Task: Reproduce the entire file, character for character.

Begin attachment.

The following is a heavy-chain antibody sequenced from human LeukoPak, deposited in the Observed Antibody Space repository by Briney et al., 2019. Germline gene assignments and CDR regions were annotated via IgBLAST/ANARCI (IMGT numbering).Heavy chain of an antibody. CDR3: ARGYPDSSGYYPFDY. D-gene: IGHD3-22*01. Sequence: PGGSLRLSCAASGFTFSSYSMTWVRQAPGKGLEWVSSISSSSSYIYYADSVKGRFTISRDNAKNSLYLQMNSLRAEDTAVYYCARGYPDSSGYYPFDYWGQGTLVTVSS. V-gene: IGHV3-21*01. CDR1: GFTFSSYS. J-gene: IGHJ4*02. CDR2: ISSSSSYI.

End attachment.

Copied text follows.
The following is a heavy-chain antibody sequenced from human LeukoPak, deposited in the Observed Antibody Space repository by Briney et al., 2019. Germline gene assignments and CDR regions were annotated via IgBLAST/ANARCI (IMGT numbering).Heavy chain of an antibody. CDR3: ARGYPDSSGYYPFDY. D-gene: IGHD3-22*01. Sequence: PGGSLRLSCAASGFTFSSYSMTWVRQAPGKGLEWVSSISSSSSYIYYADSVKGRFTISRDNAKNSLYLQMNSLRAEDTAVYYCARGYPDSSGYYPFDYWGQGTLVTVSS. V-gene: IGHV3-21*01. CDR1: GFTFSSYS. J-gene: IGHJ4*02. CDR2: ISSSSSYI.